Back when I was in high school, my friend was driving down the highway late at night and leaned toward me, which momentarily sent us careening toward the concrete median. I won’t say my life flashed before my eyes, but the panic must have been evident on my face since he immediately corrected the car’s path. It left me with a lasting dread of driving in the left lane that plagues me to this day. (Yes, I know the rest of the lanes have the excitement of other life-threatening opportunities courtesy of my fellow motorists.)
Not long ago, another friend of mine was driving through a construction zone and was pulled over for a speeding ticket. They hit him with the maximum fine, which was double the norm due to the construction zone. Although I wasn’t present for this occasion, it is a salient example of the sort of thing that can bite you on the road.
These examples were foremost in my mind as I was driving home from the StarEast conference last night. I was driving in the left lane when a median and a construction zone simultaneously appeared before me, sending me retreating to the right lane where I set my cruise control to the speed limit displayed on the signs.
Although I deemed it unlikely that a cop would be waiting for someone to step out of line on that particular stretch of highway on a Saturday night, I certainly had no desire to find out by experimentation. A co-worker of mine recently related her experience with being pulled over on a lonely stretch of highway when she had no time to argue with the officer’s judgment. Honestly, who would want to be dragged back to the middle of nowhere to prove your innocence? (Assuming you can…)
Sometimes, I think our test cases can adhere to the same algorithm I use in driving: That bit us once and the consequences were terrible! We must test it every time!
James Bach mentioned in his Creative Thinking talk at StarEast that we have diminishing returns for this sort of testing. When we know we will always test this area, we are more likely to implement correctly.
I think we as testers also can easily become complacent with areas we have tested over and over again. This has definitely happened to me!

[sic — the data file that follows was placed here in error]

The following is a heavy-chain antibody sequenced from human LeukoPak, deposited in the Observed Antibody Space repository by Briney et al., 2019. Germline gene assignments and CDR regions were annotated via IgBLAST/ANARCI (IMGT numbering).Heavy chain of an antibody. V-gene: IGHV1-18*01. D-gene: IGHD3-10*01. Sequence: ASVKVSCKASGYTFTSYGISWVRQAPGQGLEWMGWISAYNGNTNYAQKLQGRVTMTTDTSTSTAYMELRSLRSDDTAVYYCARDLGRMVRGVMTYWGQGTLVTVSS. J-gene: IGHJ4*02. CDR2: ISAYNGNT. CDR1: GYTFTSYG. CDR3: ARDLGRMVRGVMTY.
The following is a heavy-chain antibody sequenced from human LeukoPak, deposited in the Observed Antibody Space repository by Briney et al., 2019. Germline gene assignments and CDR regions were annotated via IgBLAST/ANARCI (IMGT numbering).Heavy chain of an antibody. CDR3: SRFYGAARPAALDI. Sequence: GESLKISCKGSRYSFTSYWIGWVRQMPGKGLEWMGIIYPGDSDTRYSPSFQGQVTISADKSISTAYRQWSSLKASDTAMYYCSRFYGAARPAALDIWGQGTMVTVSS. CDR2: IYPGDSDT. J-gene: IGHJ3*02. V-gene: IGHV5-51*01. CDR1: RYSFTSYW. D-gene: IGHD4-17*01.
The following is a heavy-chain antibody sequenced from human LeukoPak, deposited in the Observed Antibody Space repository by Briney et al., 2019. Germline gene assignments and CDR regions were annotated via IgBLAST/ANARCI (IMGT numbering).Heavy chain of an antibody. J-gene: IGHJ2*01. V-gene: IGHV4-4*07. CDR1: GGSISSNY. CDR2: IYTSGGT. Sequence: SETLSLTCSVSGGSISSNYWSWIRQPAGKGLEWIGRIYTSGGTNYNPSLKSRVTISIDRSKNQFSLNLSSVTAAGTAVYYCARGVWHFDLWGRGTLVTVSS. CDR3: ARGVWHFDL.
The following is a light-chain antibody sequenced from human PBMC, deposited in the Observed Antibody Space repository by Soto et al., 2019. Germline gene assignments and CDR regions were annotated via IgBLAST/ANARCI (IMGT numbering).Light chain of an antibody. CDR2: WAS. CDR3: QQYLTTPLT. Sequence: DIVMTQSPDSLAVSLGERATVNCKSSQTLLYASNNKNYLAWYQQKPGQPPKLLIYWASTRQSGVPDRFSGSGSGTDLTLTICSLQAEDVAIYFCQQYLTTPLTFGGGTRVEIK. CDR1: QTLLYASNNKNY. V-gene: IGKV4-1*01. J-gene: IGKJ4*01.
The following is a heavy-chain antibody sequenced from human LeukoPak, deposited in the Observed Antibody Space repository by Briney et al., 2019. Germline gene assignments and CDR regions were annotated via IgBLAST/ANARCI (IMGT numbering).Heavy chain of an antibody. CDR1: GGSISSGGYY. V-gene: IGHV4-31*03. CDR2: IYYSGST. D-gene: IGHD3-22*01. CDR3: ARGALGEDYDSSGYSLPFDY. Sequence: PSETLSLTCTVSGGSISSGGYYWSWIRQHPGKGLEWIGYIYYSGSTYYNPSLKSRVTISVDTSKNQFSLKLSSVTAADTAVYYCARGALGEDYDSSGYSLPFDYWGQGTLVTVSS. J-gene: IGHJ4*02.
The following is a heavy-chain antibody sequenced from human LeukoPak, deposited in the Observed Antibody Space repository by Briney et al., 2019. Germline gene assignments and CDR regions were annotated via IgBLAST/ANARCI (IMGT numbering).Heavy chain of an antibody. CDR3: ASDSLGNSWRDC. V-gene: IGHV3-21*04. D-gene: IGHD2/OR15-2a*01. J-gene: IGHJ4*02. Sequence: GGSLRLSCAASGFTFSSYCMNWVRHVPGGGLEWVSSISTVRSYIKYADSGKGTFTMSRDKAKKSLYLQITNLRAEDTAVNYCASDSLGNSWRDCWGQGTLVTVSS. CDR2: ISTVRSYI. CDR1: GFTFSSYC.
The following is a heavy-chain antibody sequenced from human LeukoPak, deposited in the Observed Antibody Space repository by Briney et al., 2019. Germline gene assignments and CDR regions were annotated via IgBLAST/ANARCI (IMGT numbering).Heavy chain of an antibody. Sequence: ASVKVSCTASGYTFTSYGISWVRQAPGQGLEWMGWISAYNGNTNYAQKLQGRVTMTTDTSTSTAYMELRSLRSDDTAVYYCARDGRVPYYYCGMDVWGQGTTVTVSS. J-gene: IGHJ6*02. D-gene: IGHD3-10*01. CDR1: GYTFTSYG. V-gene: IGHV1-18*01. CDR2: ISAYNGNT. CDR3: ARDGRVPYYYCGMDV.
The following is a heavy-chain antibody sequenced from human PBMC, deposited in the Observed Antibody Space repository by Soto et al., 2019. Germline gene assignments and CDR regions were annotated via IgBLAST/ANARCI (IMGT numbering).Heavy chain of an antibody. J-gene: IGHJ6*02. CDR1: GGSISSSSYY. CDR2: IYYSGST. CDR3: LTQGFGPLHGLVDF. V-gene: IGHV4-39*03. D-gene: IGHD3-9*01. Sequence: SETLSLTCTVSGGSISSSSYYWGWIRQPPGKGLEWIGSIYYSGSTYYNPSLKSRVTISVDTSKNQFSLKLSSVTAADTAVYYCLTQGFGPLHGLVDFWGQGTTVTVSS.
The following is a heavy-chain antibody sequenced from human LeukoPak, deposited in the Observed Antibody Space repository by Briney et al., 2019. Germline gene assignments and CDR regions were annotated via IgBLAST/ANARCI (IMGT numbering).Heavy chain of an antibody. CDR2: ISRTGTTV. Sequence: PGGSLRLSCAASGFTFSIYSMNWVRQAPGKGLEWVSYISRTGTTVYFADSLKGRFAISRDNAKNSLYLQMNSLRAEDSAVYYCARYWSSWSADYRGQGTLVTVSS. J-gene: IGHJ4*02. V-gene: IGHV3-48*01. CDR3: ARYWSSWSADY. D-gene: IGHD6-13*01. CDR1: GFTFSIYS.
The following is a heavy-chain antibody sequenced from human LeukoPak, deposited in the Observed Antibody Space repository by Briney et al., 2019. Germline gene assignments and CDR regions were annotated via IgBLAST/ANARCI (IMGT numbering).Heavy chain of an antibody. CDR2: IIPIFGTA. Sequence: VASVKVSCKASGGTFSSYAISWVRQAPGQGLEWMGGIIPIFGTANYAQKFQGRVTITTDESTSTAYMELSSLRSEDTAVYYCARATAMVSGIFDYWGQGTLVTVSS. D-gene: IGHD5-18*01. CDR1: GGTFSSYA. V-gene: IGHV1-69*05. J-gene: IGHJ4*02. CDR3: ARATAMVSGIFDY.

“Because the first bite always tastes best!” – Ramona Quimby
When we get a new feature, we think of all the interesting and malicious and foolish ways to use the system. We get to take the first bite out of it and savor the sweetness of the quick payoff.
It’s so much more difficult to stick with testing regression cases by hand for each release that goes out the door. We continue in our probably unnecessary task because we cannot bear the thought of missing the same consequence a second time. We end up with additional cases that cover certain known error conditions that just lengthen our testing cycle.
Similarly, by limiting my speed and proceeding with caution to avoid the ticket, I lengthened my drive home so that my arrival time was after midnight. Although I guaranteed that the hazards I was vigilantly monitoring did not occur, my time might have been better spent accomplishing the goal.
Likewise, I know the terrifying experience of veering toward a median, so I am much more likely to avoid that danger and the driving habits that would produce it, guarding against a known case.
Do you maintain cases that slow you down more than benefit your release cycle? Do you continue to execute them manually?
Or do you automate these tests to free up your manual execution time for new approaches?